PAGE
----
Beat-to-beat values of MAP and CBF velocity were obtained by integrating signals within each cardiac cycle using PC-based Notocord-hem 3.3 software (Notocord) for spectral and transfer function analyses. Using previously validated algorithms,9,10 MAP and CBF velocity beat-to-beat data were then linearly interpolated and resampled at 2 Hz. The time series of the data were first detrended with third-order polynomial fitting. Fast Fourier transform and transfer function analyses were performed using a Hanning window on 256-point segments with 50% overlap. This process resulted in 5 segments over the 6 minutes of data. These data were then analyzed using DADiSP software (DSP Development, Cambridge, MA). The spectral power of MAP variability and CBF velocity variability, mean value of transfer function gain, phase and coherence function were calculated in the very-low-frequency (0.02–0.07 Hz), low-frequency (0.07–0.20 Hz), and high-frequency (0.20–0.30 Hz) ranges (Fig. 1). These ranges were specifically selected to reflect different patterns of the dynamic pressure-flow relationship.9,10 A coherence function (strength of association) between 0 and 1 reflects the linear relationship between MAP and CBF velocity. Phase reflects the temporal relationship between the 2 variables. To avoid the occurrence of phase “wrap-round,” we corrected the negative value by adding a constant, 2π, inspecting for each harmonic before the averaging phase in the very-low-frequency range. Transfer function gain (magnitude of transfer) reflects the ability of the distal cerebral arterioles to buffer changes in CBF velocity induced by transient changes in arterial blood pressure at different frequencies. A small gain indicates that any given change in pressure leads to a small change in flow, implying improved autoregulation.

Figure 1:
Group-averaged transfer function analysis between mean arterial blood pressure (MAP) and cerebral blood flow (CBF) velocity during placebo, midazolam, and propofol administration. Coherence = coherence function; phase = phase relationship between MAP and CBF velocity; gain = transfer function gain between MAP and CBF velocity; VLF = very-low-frequency range (0.02–0.07 Hz); LF = low-frequency range (0.07–0.20 Hz); HF = high-frequency range (0.20–0.30 Hz). Solid line = placebo; thick line = midazolam sedation; dotted line = propofol sedation.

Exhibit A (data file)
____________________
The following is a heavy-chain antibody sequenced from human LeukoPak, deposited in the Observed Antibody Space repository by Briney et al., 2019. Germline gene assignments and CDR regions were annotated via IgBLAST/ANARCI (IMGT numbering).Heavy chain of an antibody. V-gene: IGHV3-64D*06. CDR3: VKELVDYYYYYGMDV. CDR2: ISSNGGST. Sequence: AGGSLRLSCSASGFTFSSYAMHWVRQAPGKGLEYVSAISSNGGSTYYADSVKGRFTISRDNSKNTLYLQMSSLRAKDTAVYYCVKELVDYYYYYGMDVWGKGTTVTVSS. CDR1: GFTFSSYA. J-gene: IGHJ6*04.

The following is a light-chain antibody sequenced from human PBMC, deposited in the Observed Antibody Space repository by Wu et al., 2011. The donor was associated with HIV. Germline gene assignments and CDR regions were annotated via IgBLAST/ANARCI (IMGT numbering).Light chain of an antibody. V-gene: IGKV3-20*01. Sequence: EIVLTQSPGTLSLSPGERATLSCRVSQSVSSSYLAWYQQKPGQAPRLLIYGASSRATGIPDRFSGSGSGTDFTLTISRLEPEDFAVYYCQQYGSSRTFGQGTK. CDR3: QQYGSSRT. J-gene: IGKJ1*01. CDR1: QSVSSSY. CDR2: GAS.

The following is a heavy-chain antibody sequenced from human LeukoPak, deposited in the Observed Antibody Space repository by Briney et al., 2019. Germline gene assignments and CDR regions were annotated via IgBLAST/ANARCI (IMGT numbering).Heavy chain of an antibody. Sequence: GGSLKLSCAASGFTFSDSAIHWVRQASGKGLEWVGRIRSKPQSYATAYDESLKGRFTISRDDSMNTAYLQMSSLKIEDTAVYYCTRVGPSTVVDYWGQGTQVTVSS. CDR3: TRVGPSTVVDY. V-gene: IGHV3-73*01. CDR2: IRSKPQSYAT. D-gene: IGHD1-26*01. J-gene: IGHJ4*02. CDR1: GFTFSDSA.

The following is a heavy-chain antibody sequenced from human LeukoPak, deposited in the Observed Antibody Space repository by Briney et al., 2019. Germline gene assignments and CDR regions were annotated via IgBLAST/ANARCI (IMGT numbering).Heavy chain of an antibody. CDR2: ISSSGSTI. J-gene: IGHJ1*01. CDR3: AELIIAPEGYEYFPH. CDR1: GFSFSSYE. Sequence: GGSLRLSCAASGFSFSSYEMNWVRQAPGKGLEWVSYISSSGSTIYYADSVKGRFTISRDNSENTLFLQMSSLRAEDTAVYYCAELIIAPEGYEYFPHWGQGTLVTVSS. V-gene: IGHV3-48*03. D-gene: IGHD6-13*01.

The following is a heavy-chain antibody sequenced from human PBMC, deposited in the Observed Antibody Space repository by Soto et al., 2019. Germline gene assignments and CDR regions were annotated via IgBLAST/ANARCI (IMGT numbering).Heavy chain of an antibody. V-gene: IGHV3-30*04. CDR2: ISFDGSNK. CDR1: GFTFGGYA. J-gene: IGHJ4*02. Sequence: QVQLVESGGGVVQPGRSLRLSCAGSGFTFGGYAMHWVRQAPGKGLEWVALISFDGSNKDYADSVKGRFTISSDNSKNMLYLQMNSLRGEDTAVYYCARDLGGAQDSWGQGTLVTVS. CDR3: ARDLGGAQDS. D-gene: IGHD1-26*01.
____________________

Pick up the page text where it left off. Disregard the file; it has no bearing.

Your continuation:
Variables were compared using 2-way repeated-measures analysis of variance with Stage (baseline and drug administration) × Drug (midazolam, propofol, and placebo). The interaction effect was considered the most relevant for determining drug effects. To determine where significant differences occurred, a Student-Newman-Keuls post hoc test was used for all pairwise comparisons. A P value <0.05 was considered statistically significant. Analyses were performed using PC-based software (SigmaStat; Systat Software, Inc., Chicago, IL). Data are presented as mean ± SD.


Continuous measurement of respiratory data was not possible in 1 subject because of a water drop in the sampling tube for ETCO2 monitoring during propofol administration. These values were excluded from the group-averaged data for statistical analysis.

Table 1shows the average values of steady-state hemodynamic (n = 10) and respiratory (n = 9) data. Steady-state CBF velocity decreased significantly with midazolam and propofol administration, relative to levels with placebo administration (significant interaction effects, P = 0.024). Steady-state MAP decreased significantly with propofol administration (significant main effect of Time, P = 0.043). Respiration rate with placebo administration was lower than with midazolam and propofol administration (significant main effect of Drug, P = 0.036), whereas arterial oxygen saturation decreased slightly but significantly with midazolam and propofol administration (significant main effect of Time, P = 0.012). BIS decreased significantly with all drug administrations (significant main effect of Time, P = 0.001).

Table 1:
Steady-State Hemodynamics and Respiratory Conditions